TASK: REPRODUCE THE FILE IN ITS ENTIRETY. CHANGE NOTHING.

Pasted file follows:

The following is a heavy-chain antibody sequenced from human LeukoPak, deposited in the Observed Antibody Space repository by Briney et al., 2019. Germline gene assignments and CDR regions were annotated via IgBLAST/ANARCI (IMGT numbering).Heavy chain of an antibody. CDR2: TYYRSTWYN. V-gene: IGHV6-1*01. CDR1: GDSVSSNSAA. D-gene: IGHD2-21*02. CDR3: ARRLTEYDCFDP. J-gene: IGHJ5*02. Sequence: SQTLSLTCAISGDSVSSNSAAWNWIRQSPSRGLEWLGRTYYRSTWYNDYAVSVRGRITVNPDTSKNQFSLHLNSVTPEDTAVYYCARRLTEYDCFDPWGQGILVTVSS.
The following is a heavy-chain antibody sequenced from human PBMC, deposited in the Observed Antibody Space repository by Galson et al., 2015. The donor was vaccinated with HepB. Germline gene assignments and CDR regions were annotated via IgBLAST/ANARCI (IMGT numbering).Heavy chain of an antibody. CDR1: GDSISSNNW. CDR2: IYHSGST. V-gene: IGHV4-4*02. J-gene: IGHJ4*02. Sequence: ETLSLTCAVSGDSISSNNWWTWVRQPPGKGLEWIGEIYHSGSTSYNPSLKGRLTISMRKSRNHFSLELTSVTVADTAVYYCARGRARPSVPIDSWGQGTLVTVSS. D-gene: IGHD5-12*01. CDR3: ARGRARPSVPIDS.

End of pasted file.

The following is a heavy-chain antibody sequenced from human LeukoPak, deposited in the Observed Antibody Space repository by Briney et al., 2019. Germline gene assignments and CDR regions were annotated via IgBLAST/ANARCI (IMGT numbering).Heavy chain of an antibody. CDR2: TYYRSTWYN. V-gene: IGHV6-1*01. CDR1: GDSVSSNSAA. D-gene: IGHD2-21*02. CDR3: ARRLTEYDCFDP. J-gene: IGHJ5*02. Sequence: SQTLSLTCAISGDSVSSNSAAWNWIRQSPSRGLEWLGRTYYRSTWYNDYAVSVRGRITVNPDTSKNQFSLHLNSVTPEDTAVYYCARRLTEYDCFDPWGQGILVTVSS.
The following is a heavy-chain antibody sequenced from human PBMC, deposited in the Observed Antibody Space repository by Galson et al., 2015. The donor was vaccinated with HepB. Germline gene assignments and CDR regions were annotated via IgBLAST/ANARCI (IMGT numbering).Heavy chain of an antibody. CDR1: GDSISSNNW. CDR2: IYHSGST. V-gene: IGHV4-4*02. J-gene: IGHJ4*02. Sequence: ETLSLTCAVSGDSISSNNWWTWVRQPPGKGLEWIGEIYHSGSTSYNPSLKGRLTISMRKSRNHFSLELTSVTVADTAVYYCARGRARPSVPIDSWGQGTLVTVSS. D-gene: IGHD5-12*01. CDR3: ARGRARPSVPIDS.